I, Jason, have been tracking and researching Raw, Smackdown, NXT, and AEW concerning the Live+7 AEW ratings. For those unfamiliar, Live+7 ratings are the ratings that combine both the live numbers (those released the day after airing) and the DVR numbers over the next 7 days. I’ve been researching and following these ratings for the past 6 weeks now to see if there is any significant impact. The quick answer: No, there isn’t.
We were thinking that especially with the ratings “war” between AEW and NXT, we would definitely see a large increase of DVR views for both programs, but both have yet to crack the top 25 in Cable Live+7 ratings. In fact, DVR viewership increase is only an average of about 15% to 20%. This means (as an example based on the last numbers), the following was the DVR count for each show (not confirmed, but based on historical data percentages):
Raw (11/18) – 2.217 million (DVR: 440k)
Smackdown (11/15) – 2.35 million (DVR: 470k)
NXT (11/13) – 750k (DVR: 150k)
AEW (11/13) – 957k (DVR: 190k)
So what does this all mean? This means that not as many viewers are DVR’ing the shows and watching them later, as we have speculated, especially for AEW and NXT. This also doesn’t confirm that no one is DVR’ing and watching later either, just that it’s not significant enough to make an impact in ratings.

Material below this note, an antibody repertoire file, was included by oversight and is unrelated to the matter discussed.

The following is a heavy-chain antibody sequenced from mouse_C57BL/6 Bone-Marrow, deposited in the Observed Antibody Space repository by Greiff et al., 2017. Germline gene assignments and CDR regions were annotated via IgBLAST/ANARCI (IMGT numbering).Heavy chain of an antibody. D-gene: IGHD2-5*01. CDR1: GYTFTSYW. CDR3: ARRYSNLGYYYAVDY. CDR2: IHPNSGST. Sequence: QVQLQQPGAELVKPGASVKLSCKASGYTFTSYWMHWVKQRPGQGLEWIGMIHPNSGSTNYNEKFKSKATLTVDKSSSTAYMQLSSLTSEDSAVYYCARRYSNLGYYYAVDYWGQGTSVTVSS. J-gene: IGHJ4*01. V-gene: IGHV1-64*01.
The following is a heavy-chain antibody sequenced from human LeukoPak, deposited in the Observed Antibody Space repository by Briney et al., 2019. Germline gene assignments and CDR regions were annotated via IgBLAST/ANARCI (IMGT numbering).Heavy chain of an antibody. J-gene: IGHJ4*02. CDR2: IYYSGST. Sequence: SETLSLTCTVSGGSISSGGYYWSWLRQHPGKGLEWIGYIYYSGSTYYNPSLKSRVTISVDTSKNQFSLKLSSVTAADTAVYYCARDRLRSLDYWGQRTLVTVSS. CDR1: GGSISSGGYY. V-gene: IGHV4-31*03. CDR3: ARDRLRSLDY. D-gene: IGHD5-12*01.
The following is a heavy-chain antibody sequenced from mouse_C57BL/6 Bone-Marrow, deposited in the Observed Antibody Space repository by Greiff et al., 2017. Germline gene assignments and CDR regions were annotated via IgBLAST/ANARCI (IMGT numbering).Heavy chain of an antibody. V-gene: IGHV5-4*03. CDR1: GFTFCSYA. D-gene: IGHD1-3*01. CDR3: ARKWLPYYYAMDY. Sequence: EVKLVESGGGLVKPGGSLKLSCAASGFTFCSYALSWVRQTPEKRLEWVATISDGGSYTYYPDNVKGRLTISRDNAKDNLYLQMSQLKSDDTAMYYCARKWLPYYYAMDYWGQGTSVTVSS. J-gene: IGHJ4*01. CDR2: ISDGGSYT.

The lowest ranked show in Live+7 ratings over the past 6 weeks has an average increase of 26%. This means that wrestling programming is doing worse than that. The last time any wrestling programming cracked the top 25 of Live+7 ratings was Raw on August 5th, 2019, when it had a gain of 29%, which was a total of 742k based on an average of 2.473 million for a total of 3.215 million. As some may remember, this was the night Goldberg returned to confront Dolph Ziggler regarding their match at SummerSlam, as well as the Fatal 4-Way Elimination match which saw Alexa Bliss and Nikki Cross become the new Women’s Tag Team Champions.
I am certain that this is not what USA, TNT, and FOX want to hear just 8 weeks into their new contracts. This also shows that the overall viewership is definitely significantly lost and gone. It is also worth noting thought that numbers from Hulu, YouTube TV, and Playstation Vue are generally NOT included in ratings, but are likely to not make a significant impact. Sony has released some numbers regarding this programming, but they are typically around 100K or less for each show. Of any of those, Hulu would make the biggest impact. Hulu does have an option for reporting to Nielsen for ratings purposes, but users must opt into having them tracked for this purpose, and last I heard, only about 15% of users have done this. It is important to also note that NXT airs on the WWE Network 24 hours later, which is not tracked.
Based on everything I’ve seen, if I had to put a guess as to the actual average viewership of each program, it would likely be somewhere around this:
Raw: 3.25-3.5 million
Smackdown: 3.25-3.5 million
AEW: 1.5-1.75 million
NXT: 1.5-1.75 million
I am basing those numbers on the averages plus DVR plus potential of 25% of viewers streaming untracked. If those numbers are accurate, this would mean that viewership of WWE programming is down by about 35% to 40% from it’s peak in 1999. Yes, that is still significant, but better than the 65% to 70% drop.